When China’s interbank rates shot toward 6% last week, bankers and investors had a brief flashback to the boiling point on June 20 that saw the overnight Shanghai Interbank Offered Rate (Shibor) spike to 13%.
Everyone has since calmed down. The overnight rate on the cost of borrowing for banks was near 4% on Monday and analysts expect it to stay within the normal 3-4% band for the month, especially as the major policy meet, the Third Plenum, convenes on November 9. But such fluctuations (the hike started on October 19 then fell on October 30) can scare companies in need of capital, their investors, as well as banks that need to hand out cash to keep their lending business growing.
Since June, interbank liquidity and the specter of another cash crunch have been no laughing matter. The People’s Bank of China (PBOC), which controls the rate by injecting cash into the banking system, has been called irresponsible for letting liquidity dry up during a time of flagging economic growth. Analysts have accused the bank of sending dangerous signals to the market and even at times losing control.
So now onlookers are asking themselves: Why doesn’t the PBOC keep things stable?
The crunch in June was largely an attempt to rein in irresponsible lending in China’s banking sector and perhaps the PBOC’s way of telling the country’s financial institutions that they must be amply liquid in case of future shocks to the system.
Yet, in September, total social financing (TSF), China’s broadest measure of credit growth, was in line with most expectations, showing that banks had not over extended themselves. TSF was US$229.5 billion down from US$257.3 billion in August. A report published by the PBOC on October 16 gave the impression that credit growth was at reasonable levels.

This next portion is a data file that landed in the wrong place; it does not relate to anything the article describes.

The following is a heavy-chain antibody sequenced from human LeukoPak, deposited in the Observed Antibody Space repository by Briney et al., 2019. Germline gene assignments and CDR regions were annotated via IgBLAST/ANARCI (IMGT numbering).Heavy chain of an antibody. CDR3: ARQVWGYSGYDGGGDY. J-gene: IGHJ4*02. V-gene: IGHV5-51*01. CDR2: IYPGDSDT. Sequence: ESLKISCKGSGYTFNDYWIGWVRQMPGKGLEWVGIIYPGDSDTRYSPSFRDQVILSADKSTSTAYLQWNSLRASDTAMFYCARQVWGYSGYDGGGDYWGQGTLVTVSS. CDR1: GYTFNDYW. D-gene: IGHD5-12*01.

Investors were understandably nervous when interbank rates began to climb just three days later.
Analysts at Barclays say that instability in the interbank market could be the new norm. The PBOC has stated that it will maintain what it calls a “prudent” monetary policy and a slowdown in credit growth. “We think episodes of volatility are likely to recur,” Barclay Research said in a note last week, while also noting that “market psych has not fully recovered since June.”
The average interest-rate levels since June have been significantly higher than in the first half of the year, Yao Wei, China economist at French bank Societe Generale, said from Hong Kong on Monday. It’s not just sudden spikes such as the one at the end of October. The central bank is tightening the cash supply and that could be the new paradigm.
“The liquidity tension in the market has never really gone away,” she said. “The central bank has no intension to return conditions to the easy status we saw in the past.”
At a deeper level, as Lu Ting at Bank of America Merrill Lynch pointed out in a note late last week, interbank rates at Shibor pose a dilemma for the central bank. Never has the PBOC said that these rates are its benchmark rate, skirting some responsibility for keeping it stable. At the same time, it has said it will develop Shibor into its official benchmark as it continues to liberalize lending rates.
Therefore, until the central bank commits to the rate as the benchmark, it may not respond with cash injections as quickly as the markets would like.
In this new environment, investors should brace themselves for further market turbulence.